It’s International Trade Week, which aims to help UK businesses maximise their global potential.
The music industry has a track record of success internationally. Over the decades British music has defined the global soundtrack. From the swinging sixties to Cool Britannia, music has helped define the UK’s brand globally.
The UK is the largest exporter of music in the world after the USA; around one in 10 of all tracks streamed globally are by a British artist. According to the BPI, one in ten songs streamed globally in 2020 were by UK artists and last year recorded music exports grew by 13.7% to a new annual high of £590.8 million.
There are huge opportunities for the music industry abroad. Whether it’s touring, recorded music or merchandise sales, radio airplay or publishing licensing income, UK music has a fantastic track record of being a successfully exported product.
General support is available from the Department of International Trade, as well as music-industry-specific schemes, such as the BPI-administered Music Export Growth Scheme (MEGS), which is designed to make available grants ranging from £5,000 – £50,000 to UK-registered independent music companies to assist them with marketing campaigns when looking to introduce successful UK music projects overseas. For almost 10 years, MEGS has supported over 300 UK music export projects. Government investment in the scheme has helped a diversity of genres. The scheme returns £13.45 for every £1 invested. The PRS Foundation’s International Showcase Fund (ISF) also offers vital export support for UK-based artists, bands, songwriters and producers who have been invited to perform or create new music at international showcasing festivals or conferences.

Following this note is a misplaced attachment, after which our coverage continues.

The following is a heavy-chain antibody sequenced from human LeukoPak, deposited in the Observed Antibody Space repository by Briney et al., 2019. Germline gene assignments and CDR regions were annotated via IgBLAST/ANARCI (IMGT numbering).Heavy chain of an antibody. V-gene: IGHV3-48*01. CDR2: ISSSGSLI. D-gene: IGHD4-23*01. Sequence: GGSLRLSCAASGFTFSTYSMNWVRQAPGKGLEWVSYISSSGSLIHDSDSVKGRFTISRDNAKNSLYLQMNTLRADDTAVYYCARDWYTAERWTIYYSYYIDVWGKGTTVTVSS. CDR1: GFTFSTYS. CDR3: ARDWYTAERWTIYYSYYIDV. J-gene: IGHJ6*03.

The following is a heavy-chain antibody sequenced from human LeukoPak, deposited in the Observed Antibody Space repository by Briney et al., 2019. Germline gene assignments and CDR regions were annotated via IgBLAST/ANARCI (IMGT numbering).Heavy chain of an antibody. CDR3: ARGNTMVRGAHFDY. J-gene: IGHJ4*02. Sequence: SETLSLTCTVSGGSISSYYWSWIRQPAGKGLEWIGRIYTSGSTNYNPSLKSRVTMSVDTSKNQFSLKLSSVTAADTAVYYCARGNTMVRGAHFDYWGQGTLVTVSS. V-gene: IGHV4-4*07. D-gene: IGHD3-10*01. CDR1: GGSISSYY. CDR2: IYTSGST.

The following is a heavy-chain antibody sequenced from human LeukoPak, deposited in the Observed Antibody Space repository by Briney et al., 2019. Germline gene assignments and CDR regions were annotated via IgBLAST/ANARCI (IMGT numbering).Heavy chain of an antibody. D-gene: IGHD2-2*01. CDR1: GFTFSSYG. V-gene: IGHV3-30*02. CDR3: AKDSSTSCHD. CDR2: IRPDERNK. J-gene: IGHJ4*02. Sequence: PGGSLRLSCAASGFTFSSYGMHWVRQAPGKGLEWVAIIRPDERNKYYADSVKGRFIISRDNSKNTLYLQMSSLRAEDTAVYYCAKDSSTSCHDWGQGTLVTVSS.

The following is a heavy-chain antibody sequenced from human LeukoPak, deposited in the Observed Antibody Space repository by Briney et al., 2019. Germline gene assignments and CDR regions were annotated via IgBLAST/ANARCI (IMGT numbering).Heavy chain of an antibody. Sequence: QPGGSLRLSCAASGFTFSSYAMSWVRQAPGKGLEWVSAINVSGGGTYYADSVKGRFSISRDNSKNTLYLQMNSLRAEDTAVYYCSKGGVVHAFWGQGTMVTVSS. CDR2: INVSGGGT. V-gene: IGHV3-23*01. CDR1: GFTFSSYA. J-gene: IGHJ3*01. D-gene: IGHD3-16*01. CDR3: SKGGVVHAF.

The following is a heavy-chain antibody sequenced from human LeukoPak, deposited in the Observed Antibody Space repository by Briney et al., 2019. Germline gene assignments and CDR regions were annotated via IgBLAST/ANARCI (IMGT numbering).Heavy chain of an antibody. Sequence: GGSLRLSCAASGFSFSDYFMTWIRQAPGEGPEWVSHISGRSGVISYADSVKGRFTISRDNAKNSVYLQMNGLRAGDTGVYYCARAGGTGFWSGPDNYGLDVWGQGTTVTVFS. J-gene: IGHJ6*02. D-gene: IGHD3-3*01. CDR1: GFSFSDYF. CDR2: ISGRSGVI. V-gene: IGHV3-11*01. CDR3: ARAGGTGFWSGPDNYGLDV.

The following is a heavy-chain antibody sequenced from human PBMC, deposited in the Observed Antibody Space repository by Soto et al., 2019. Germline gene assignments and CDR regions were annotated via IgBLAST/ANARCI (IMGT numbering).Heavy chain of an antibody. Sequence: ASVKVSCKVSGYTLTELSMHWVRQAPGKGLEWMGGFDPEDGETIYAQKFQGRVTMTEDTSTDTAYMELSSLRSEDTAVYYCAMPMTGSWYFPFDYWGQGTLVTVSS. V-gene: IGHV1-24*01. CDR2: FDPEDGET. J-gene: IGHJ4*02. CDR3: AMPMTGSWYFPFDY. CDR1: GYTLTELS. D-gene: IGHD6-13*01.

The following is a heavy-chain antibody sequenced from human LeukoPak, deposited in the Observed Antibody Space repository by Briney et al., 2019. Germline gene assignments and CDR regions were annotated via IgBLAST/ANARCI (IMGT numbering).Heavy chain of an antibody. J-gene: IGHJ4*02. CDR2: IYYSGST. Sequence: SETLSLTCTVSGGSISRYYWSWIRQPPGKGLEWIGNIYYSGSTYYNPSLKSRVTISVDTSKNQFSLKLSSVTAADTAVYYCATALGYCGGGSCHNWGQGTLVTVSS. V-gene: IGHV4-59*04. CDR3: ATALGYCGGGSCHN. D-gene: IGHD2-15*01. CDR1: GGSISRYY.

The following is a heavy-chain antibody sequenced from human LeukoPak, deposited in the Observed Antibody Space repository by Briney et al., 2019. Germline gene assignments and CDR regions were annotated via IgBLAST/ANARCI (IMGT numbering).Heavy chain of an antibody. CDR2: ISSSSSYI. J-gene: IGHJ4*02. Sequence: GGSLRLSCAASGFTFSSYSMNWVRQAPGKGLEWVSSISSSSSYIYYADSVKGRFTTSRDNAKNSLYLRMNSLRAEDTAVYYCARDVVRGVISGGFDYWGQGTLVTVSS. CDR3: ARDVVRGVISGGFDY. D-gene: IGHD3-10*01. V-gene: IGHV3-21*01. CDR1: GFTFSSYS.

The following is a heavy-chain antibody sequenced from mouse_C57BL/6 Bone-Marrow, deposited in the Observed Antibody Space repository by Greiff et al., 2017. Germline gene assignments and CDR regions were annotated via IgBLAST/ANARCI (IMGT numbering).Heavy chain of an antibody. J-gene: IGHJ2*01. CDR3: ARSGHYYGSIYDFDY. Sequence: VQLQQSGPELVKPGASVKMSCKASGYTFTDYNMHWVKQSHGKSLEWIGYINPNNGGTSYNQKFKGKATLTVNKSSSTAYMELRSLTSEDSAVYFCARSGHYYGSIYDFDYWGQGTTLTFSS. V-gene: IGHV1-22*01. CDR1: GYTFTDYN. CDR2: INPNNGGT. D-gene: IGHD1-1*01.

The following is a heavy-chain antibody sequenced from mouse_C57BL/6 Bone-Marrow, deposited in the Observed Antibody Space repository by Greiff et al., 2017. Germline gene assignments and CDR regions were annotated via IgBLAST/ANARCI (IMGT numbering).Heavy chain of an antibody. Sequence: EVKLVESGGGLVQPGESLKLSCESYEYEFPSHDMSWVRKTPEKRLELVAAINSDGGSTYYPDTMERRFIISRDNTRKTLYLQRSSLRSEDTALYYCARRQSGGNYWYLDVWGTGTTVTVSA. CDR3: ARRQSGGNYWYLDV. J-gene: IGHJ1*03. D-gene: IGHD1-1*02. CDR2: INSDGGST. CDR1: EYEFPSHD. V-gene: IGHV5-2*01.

However, the global music industry is an increasingly competitive place. Globalisation has created a hyper competitive music marketplace with many countries’ industries being supported by their governments, to not just survive, but challenge for dominance, with the global recorded music market set to double by 2030.
It’s more important than ever that the UK Government does what it can to remove those barriers for UK businesses.
Schemes like MEGS and ISF have a strong track record in providing significant return on investment for the UK economy – both create over 10 times as much money as is invested.
At a time when the UK may be looking to tighten the purse strings it would be wise to continue funding such schemes given how much they and the music industry bring to the UK economy.
In 2020, before the pandemic hit the UK’s total export revenue of the music industry was £2.9 billion in 2019 – up 9% from £2.7 billion in 2018 – compared to a 0.7% growth in exports across the economy as a whole.
Another way the Government could support the industry is with the development of a Music Export Strategy. The Government should look to be more ambitious and systemic in supporting music exports. This should involve creating a Music Export Office to support creators and businesses looking to build their profile abroad.
UK music workers also face difficulties engaging with key international markets in Europe due to the Trade and Cooperation Agreement, which introduced new red tape and extra costs for the music industry. Establishing a Transitional Support Fund would help cushion the blow and cover additional costs for touring artists, musicians, crew and businesses. The Government should also work bilaterally and multilaterally to get a deal which addresses barriers to music exports.
Also, as the Government looks for new free trade agreements with countries across the globe, it should make sure that these deals protect creators and rights holders and deliver payments when their work is used by other people.
UK Music, and our members, are ambitious about what UK music exports can deliver over the next 20 years in a rapidly expanding but increasingly competitive global market. We want the UK Government to match that ambition and help ensure that every UK music worker has their chance to take their talent to the world.Back to news